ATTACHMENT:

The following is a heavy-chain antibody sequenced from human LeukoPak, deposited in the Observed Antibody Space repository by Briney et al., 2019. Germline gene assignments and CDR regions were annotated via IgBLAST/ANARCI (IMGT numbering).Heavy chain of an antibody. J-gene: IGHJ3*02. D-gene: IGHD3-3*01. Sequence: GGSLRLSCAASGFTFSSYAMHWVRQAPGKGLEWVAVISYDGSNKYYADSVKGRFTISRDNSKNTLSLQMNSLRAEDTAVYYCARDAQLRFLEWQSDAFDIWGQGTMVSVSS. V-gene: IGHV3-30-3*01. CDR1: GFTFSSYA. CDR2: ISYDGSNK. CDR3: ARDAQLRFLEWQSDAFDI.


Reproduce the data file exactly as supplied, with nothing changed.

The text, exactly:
The following is a heavy-chain antibody sequenced from human LeukoPak, deposited in the Observed Antibody Space repository by Briney et al., 2019. Germline gene assignments and CDR regions were annotated via IgBLAST/ANARCI (IMGT numbering).Heavy chain of an antibody. J-gene: IGHJ3*02. D-gene: IGHD3-3*01. Sequence: GGSLRLSCAASGFTFSSYAMHWVRQAPGKGLEWVAVISYDGSNKYYADSVKGRFTISRDNSKNTLSLQMNSLRAEDTAVYYCARDAQLRFLEWQSDAFDIWGQGTMVSVSS. V-gene: IGHV3-30-3*01. CDR1: GFTFSSYA. CDR2: ISYDGSNK. CDR3: ARDAQLRFLEWQSDAFDI.